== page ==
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Have a Caleb Spirit

Sometimes following God means being a really bad politician

"Politics is a fact of life," the leader said. He meant, "Politics is a fact of life in this church-related structure." He added, "Maybe you need to be more of a politician."

A few days later, Henry Blackaby stood before us, addressing a chapel service. "We don't need politicians in the church," he said. "We need statesmen."

To see how a statesman thinks and acts, look at Caleb. One of 12 spies Moses sent into Canaan, Caleb saw the fortified cities and the giants in the land. Returning to the Israelite camp, he heard the other spies' fear-filled report. He saw the terror in the people's eyes.

Caleb the politician would have known when to go along. Caleb the statesman "tried to quiet the people as they stood before Moses. 'Let's go at once to take the land,' he said. 'We can certainly conquer it!'" (Numbers 13:30).

Did the people rally to his cry? No. All night they wailed, "Woe is us!" Then they started packing to return to Egypt.

Once, a presenter teaching about teamwork sketched on a whiteboard an overhead view of several people in a rowboat. All the rowers faced the same direction–except one. "Who is hurting the team?" the presenter asked.

"The one going a different direction," a chorus of voices responded.

Unless all the others are rowing toward a cliff, I thought.

Fervently, Caleb and Joshua appealed to the crowd: "The land we traveled through and explored is a wonderful land!. If the Lord is pleased with us, he will bring us safely into that land and give it to us. It is a rich land flowing with milk and honey. Do not rebel against the Lord, and don't be afraid of the people of the land. They are only helpless prey to us! They have no protection, but the Lord is with us! Don't be afraid of them!" (Numbers 14:7-9).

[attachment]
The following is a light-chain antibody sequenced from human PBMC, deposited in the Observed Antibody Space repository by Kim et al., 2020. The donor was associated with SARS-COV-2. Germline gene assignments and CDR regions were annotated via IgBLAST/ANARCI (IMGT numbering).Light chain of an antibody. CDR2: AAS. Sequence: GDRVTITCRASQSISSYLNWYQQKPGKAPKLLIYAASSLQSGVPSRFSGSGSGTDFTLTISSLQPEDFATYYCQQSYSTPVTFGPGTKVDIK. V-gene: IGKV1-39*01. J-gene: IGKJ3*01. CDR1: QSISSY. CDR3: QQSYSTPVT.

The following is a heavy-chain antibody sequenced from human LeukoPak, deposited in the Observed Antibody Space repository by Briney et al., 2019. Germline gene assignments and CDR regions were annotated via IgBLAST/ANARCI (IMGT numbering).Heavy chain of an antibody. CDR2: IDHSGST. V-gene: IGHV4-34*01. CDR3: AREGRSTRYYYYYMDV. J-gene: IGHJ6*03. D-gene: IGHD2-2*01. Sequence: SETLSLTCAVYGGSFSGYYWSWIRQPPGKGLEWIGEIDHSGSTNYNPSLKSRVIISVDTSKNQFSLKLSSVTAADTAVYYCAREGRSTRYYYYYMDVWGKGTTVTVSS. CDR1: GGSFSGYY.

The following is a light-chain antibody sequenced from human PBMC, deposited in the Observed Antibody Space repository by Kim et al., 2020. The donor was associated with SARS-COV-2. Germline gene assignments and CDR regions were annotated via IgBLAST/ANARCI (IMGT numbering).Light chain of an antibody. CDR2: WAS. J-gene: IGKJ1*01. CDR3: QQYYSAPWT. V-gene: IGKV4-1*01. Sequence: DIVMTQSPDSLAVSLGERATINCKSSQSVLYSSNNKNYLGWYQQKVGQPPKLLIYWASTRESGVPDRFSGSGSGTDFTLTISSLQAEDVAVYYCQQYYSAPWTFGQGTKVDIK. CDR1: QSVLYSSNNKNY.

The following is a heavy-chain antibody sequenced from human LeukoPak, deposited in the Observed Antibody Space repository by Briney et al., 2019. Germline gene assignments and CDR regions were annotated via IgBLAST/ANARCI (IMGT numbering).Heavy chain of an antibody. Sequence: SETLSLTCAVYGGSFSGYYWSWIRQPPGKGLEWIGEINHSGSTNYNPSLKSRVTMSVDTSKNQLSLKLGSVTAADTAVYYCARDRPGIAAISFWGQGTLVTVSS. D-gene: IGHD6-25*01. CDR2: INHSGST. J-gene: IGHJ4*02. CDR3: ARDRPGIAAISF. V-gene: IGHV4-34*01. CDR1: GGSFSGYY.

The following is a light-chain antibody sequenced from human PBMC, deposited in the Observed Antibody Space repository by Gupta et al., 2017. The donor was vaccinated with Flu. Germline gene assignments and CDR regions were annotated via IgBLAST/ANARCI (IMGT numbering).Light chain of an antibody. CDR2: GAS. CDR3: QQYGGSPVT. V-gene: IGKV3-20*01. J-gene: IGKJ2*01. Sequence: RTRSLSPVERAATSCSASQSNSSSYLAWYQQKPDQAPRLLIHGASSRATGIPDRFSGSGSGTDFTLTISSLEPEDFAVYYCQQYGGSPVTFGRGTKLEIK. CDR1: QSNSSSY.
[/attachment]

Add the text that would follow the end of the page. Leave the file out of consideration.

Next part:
Fearing the dissenters' advice would destroy them all, the crowd threatened to stone Moses and Aaron, Joshua, and Caleb.

When almost an entire nation headed the same direction, Caleb was one of four rowing the other way. Was he stubborn, reckless, divisive? Was he presuming on God's help and putting everyone's future at risk? By his persistence in disregarding the political climate, did he needlessly create an uproar that threatened to cost him not only his position, but also his life?

God says otherwise. The Lord rebuked and judged the people. "But because my servant Caleb has a different spirit and follows me wholeheartedly, I will bring him into the land he went to, and his descendants will inherit it" (Numbers 14:24, NIV).

Six times, Scripture says Caleb "followed God fully." Literally, he "was filled with pursuing." His heart was so set on following God that it didn't have room for any competing choice.

Caleb believed God would lead the Israelites to conquer the land because God had promised to do so. All the people knew God's promise. Caleb knew it in his inmost being. Not to curry favor, not to protect his position or even his life, would he turn aside from following the Lord.

He pleaded with the people to go that way too. He pleaded with them for their good. What they thought would destroy them would instead lead into abundant life. The direction they were choosing would take them over a cliff.

God himself shut down their return to Egypt, but he slammed the door to Canaan too. When he did, Caleb knew he also had to wait. His personal promise would be fulfilled when God brought the nation into the land. So Caleb the statesman wandered 40 years with a generation sentenced to purposelessness and death. But while the Israelites walked in circles, grumbling every step of the way, Caleb spent an agonizing 40-year delay living fully–and leading the next generation in his clan to follow God with their whole heart.

Joshua 14-15 tells the story of Caleb's victory. At age 85, still as strong as the day he left Egypt, he led his clan to do what few Israelites did. All the tribes entered and subdued Canaan, but Caleb's clan laid hold of their inheritance to the full.

In today's church culture, politics is a fact of life. But you, be blessed to have a different spirit. Be blessed to hear God clearly and follow him fully. Following him, seek what is best for all–even when people you're trying to help reject and attack you for it. Pressing in to follow, cultivate in others a spirit like Caleb had.

Regardless of which way anyone else is rowing, you be filled with pursuing God.

Deborah Brunt explores key truths for living life. She's the author of 1,500 published articles and eight books, including two e-books in the E-Blessings Series, The Elijah Blessing: An Undivided Heart and The Esther Blessing: Grace to Reign in Life. You can visit Deborah at her website and her blog.

June16, 2014 at 8:00 AM

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